Anoche se emitió en la BBC el documental de Jonathan Ross IN SEARCH OF STEVE DITKO. A ver si alguien lo sube pronto al Tubo.
--Reseña de The Guardian, la he visto también de The Beat:
Ditko's art is genuinely unique. Some artists are masters at exaggerating the body - the greats like Kirby, Jim Steranko and Neil Adams, all of whom can draw a figure in two dimensions yet somehow create the illusion that they are bursting right out of the panel - the page, even - in glorious 3D. In that respect, Ditko was a little more restrained. His characters look more like they are dancing, or carrying off an especially difficult gymnastics routine - they have grace and poise and finesse rather than brutal strength and power. But the faces really tell the story. Ditko draws expressions better than anyone. They can look quizzical or delighted, they can look bored or thoughtful, mildly bothered or furious to the point of aneurysm. And once the stories get going, the faces go crazy - eyes bulging, sweat dripping, mouths wide in terror.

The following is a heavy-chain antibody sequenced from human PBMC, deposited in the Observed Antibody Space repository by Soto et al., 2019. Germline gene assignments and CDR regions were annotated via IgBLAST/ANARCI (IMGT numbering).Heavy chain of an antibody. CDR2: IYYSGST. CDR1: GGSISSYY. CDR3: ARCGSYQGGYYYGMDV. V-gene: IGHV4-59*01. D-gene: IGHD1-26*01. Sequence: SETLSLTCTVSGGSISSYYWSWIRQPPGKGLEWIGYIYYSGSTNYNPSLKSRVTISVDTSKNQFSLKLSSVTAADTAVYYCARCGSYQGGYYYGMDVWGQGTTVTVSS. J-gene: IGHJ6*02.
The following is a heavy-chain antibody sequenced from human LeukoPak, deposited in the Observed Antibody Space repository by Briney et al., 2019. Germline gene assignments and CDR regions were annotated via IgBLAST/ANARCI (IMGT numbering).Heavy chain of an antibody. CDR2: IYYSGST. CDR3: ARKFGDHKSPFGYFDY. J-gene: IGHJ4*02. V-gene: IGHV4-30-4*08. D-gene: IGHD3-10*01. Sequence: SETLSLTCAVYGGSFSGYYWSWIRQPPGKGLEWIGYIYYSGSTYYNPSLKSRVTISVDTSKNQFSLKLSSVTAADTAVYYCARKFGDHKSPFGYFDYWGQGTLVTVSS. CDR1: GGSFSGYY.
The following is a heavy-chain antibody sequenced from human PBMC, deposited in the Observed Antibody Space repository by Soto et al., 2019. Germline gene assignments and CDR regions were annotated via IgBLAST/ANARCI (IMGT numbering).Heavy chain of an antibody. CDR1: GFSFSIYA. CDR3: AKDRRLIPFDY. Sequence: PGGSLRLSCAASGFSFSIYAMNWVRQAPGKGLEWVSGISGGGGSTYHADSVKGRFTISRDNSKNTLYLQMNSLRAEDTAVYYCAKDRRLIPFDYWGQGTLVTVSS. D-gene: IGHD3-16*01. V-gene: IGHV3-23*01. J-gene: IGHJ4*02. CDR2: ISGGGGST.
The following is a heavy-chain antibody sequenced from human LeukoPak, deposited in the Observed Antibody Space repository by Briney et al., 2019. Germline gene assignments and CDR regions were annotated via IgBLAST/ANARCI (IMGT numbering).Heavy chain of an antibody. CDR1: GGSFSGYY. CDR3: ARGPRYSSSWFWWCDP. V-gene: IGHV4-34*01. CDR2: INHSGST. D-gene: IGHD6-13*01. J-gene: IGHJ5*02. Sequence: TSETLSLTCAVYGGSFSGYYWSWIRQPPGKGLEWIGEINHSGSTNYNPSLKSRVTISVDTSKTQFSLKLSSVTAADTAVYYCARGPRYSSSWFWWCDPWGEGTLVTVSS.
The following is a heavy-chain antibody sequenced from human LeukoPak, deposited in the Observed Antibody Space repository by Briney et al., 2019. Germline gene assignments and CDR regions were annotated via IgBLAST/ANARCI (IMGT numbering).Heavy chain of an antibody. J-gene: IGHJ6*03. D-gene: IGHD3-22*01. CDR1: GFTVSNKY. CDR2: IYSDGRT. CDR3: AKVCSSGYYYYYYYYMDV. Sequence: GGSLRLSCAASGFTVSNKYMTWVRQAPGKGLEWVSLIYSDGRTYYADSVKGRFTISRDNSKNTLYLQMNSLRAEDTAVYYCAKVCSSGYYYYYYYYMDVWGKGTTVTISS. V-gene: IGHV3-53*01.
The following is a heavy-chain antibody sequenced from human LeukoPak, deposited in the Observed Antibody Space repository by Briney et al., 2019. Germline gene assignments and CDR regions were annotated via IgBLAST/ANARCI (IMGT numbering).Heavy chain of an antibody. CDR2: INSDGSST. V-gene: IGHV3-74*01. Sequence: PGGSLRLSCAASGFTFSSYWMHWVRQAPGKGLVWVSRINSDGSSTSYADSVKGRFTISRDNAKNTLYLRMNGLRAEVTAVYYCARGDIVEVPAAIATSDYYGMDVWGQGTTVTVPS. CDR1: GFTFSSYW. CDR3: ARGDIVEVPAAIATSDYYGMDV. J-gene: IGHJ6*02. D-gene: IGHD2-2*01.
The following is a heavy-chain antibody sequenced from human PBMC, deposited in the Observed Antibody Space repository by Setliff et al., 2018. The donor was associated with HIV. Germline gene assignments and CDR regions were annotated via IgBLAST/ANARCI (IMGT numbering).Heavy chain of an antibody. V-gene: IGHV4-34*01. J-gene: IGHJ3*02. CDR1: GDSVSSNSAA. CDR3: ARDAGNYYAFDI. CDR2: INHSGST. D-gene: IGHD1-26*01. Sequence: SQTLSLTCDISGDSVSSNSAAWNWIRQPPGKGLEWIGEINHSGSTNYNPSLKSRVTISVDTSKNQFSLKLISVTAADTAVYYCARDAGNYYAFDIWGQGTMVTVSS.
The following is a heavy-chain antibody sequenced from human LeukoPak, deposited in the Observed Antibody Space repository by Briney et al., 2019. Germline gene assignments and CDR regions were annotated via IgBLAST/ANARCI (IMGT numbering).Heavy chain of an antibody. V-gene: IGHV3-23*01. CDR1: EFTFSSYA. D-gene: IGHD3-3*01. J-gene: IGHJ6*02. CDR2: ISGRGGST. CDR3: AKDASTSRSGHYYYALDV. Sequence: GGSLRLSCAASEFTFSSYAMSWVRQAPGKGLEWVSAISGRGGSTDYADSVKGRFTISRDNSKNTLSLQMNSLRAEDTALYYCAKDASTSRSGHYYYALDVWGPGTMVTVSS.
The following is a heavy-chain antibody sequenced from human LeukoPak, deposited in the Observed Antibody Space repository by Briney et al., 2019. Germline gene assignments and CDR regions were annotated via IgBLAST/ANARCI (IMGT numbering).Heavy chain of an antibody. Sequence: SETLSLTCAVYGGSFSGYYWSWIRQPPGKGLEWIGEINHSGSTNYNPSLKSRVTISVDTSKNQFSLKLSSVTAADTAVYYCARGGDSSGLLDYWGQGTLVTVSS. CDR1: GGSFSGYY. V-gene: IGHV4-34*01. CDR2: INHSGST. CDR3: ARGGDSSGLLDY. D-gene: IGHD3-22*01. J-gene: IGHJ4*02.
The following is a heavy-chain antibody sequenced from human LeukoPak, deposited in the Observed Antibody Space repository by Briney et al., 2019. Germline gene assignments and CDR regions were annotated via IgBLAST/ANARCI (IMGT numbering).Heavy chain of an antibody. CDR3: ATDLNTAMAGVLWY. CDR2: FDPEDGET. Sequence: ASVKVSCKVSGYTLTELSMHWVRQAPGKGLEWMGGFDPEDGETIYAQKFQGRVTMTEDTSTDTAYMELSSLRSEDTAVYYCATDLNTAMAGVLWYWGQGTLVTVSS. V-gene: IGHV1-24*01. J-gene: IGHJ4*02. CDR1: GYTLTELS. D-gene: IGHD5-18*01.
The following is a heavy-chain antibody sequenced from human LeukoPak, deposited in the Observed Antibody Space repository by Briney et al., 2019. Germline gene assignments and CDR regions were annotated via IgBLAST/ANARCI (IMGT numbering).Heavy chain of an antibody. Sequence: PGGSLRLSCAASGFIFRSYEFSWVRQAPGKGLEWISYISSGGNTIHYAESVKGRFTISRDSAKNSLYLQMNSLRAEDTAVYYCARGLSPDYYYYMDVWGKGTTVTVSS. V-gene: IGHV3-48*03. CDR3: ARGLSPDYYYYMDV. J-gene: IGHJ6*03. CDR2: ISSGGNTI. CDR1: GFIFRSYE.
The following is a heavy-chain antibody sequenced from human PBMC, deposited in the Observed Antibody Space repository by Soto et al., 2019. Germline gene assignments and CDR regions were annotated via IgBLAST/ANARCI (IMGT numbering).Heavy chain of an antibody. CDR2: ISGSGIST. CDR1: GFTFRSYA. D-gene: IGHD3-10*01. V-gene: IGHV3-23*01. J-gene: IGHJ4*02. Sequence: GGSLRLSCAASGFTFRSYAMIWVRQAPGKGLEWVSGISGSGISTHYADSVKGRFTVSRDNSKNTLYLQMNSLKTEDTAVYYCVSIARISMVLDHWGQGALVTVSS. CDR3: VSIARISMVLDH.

And his backgrounds are tremendous. He redefined New York in those early issues of Spider-Man - for the first time in the history of the genre placing one of these crazy outfitted superfreaks in a recognisable, modern, real city. He was equally adept when it came to the fantastic, creating for Dr Strange fabulously imagined dimensions that earned him a following throughout the 60s from acid freaks who were convinced that Sturdy Steve was dropping tabs while sketching for Marvel. Not true, of course, but the fact that he came up with these landscapes and characters while totally straight and sober was understandably difficult to grasp.
Más Ditko: LA MAGIA DE LA SERIE BÉ, en El Blog Ausente: 1961, Stan Lee & Steve Ditko